The Chrome Store itself is a pile of rubbish apps with very few exceptions.
If you're into client-side web development to any extent, you've probably heard of Facebook's React library. I was working on a Chrome extension, and decided to see how well React fit in to the development I was doing.
He also uses Browserify as well, which I'm interested in because I tried using RequireJS for sharing code between Chrome extensions and Firefox add-ons, and I struggled to get it to work in Firefox. My Firefox add-ons are using the Jetpack SDK rather than the old XUL way.
We wanted to get data from the current web page and then use it to populate a form that appears in a new window.
It was easy to create a context menu item that triggered an event, but sending data based on the current page to the new window wasn't obvious.
You might find this useful if you're just getting into Chrome extensions and want more concrete examples than what Google provides.
I know a lot of DailyJS readers who use Chrome and Safari as their main browsers, partly due to iOS and Android's popularity, and partly because Chrome's initial performance gains enticed them away from Firefox. The big issue over the last few years has been the fact browsers are switching to using multiple processes, the idea being that resources can be shared better and fallout from crashes can be mitigated.
If Firefox isn't your main browser, you probably use it for testing or just try it out every few months to see what's been going on. The thing most of us have been looking for is Chrome (and apparently IE)-style multi-process support. Bill McCloskey has written a post about this very topic: Multiprocess Firefox. Bill is a programmer at Mozilla, and you may remember his post about incremental GC in Firefox.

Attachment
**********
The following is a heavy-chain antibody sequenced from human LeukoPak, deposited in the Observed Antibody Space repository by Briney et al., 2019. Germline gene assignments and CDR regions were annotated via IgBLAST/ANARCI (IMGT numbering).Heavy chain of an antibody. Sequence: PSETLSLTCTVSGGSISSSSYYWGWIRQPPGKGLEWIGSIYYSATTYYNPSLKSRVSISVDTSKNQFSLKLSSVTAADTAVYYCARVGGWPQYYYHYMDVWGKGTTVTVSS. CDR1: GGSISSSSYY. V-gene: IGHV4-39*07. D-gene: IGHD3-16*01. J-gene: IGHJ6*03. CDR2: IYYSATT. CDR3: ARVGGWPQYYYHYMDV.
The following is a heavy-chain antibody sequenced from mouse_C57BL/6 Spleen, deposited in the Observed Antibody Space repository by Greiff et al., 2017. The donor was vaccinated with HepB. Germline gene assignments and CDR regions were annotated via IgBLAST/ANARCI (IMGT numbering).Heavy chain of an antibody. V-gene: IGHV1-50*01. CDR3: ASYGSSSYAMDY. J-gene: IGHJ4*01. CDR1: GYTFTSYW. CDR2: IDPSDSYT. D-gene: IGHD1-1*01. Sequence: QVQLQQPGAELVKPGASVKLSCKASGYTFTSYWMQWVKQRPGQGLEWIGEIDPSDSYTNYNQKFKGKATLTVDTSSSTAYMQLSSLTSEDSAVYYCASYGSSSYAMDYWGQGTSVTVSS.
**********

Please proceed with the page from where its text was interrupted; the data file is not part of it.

If you're an add-on author, you'll be pleased to hear add-ons are being taken seriously. However, Mozilla may need your help in the future:
We realize that add-ons are extremely important to Firefox users, and we have no intention of abandoning or disrupting add-ons. At the same time, we feel strongly that users will appreciate the security and responsiveness benefits of multiprocess Firefox, so we're willing to work very hard to get add-ons on board. We're very interested in working with add-on developers to ensure that their add-ons work well in multiprocess Firefox.
It's hard to imagine Firefox OS not using multiple processes, and Bill mentions this early on in the post:
Firefox OS relies heavily on the multiprocessing and IPC code introduced during Electrolysis.
Electrolysis was a project to use multiple processes, but the focus was tighter than changing the desktop browser. Firefox's layout engine, Gecko, supports multiple threads, and the "Gecko platform" supports multiple processes. But, as the Electrolysis wiki page points out, the Firefox frontend does not currently use multiple processes.
Will we see a browser share increase when Firefox is updated to support multiple processes? I don't know, but as a front-end developer I'm excited about seeing this feature released sooner rather than later.